- Posted by: Joyce Watson MS
- Categories: Feature, Media
So Brexit or Bremain? The portmanteaus are silly but the decision is as serious as they come. The referendum on Britain’s membership of the EU will take place on 23 June. Between now and then the debate will rage. Countless arguments will be advanced and countered, innumerable threads pulled at and tangled. In the quiet of the polling booth, though, I suspect most people will be clear about what is at stake. My view? An EU without Britain would be economically weaker, politically unstable and less influential in the world. The European Project was conceived as the antidote to war, let’s not forget. Today it stands for democracy and liberal values in an increasingly dangerous world. On 23 June I shall vote for Britain to remain in the European Union.
Whatever your view, the essential thing is to vote. The UK government recently changed the rules for electoral registration, from sign up by household to individuals. Most people have been transferred automatically from the old to the new list but around one in 10 have not. Worryingly, it is estimated that 800,000 people have dropped off the register since the changes came in. That is on top of a longer-term trend of voter drop-off. In the 1950s, around 96% of people were on the voting rolls. By 2014, it had dropped to 85% with up to 7.5million people missing. The problem is especially acute for young people. Up to a third of young people are thought to be missing – as new voters must now sign up as individuals, that problem is only getting worse.
That is why I have co-signed a letter in support of the National Voter Registration Drive. We are calling on the Conservative Westminster government to move towards automatic voter registration. In the meantime, it must make it easier for people to update their registration details, do more to sign up young people and allow Election Day registration.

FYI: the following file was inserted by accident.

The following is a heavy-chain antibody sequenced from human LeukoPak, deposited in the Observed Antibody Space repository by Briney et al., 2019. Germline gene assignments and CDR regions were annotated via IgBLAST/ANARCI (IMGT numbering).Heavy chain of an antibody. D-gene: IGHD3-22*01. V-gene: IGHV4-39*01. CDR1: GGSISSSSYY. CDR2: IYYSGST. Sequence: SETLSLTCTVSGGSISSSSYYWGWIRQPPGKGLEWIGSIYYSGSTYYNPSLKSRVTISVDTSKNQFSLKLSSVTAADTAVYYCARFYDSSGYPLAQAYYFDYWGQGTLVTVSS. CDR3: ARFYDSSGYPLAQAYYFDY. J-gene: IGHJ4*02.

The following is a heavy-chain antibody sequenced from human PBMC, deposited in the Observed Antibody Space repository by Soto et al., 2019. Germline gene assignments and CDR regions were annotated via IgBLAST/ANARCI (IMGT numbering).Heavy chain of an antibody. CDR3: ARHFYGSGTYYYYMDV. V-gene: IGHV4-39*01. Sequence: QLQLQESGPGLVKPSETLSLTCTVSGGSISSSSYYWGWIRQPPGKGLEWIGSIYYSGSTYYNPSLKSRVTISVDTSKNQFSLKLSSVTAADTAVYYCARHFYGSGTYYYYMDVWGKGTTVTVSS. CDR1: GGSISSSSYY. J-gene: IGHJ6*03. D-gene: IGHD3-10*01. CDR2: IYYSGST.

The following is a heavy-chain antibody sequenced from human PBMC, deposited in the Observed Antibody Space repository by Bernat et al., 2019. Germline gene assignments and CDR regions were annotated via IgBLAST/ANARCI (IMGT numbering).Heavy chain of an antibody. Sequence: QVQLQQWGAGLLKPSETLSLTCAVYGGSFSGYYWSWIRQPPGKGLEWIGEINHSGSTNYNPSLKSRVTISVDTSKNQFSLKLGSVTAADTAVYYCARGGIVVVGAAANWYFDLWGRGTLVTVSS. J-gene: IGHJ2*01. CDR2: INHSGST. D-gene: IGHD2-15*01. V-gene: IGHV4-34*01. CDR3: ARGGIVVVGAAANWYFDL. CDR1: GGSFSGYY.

Your next opportunity to vote of course is the Assembly election on 5 May. Health is front and centre of the campaign. This month the Organisation for Economic Co-operation and Development (OECD) published a report on the quality of healthcare in Wales, Scotland, England and Northern Ireland. It concluded that “no consistent picture emerges of one of the United Kingdom’s four health systems performing better than another” and highlights the “clear and consistent commitment to quality of care in all of the health systems.” It puts to bed David Cameron’s repeated and reckless nonsense about Offa’s dyke being a line between life and death. Good – many people rely on services on both sides of the border. The £5.3m investment in Llandrindod Wells Hospital will provide a modern service with excellent care. With the doctors’ strike in England – the first in the history of the NHS – still rumbling on, the Welsh Labour Government can be proud of its record of delivering improvement while firmly rejecting privatisation.
Farming will be a key battleground for both the referendum and Wales’ election. This week the Farmers’ Union of Wales came out in support of Britain in Europe. At home, from February 26, farmworkers in Wales will get a 6 per cent pay rise – their first in four years. It is a result of the Welsh Government’s decision to protect farm wages when, in 2013, the Conservative and Lib Dem government scrapped the Agricultural Wages Board. In Wales and Europe, your vote counts.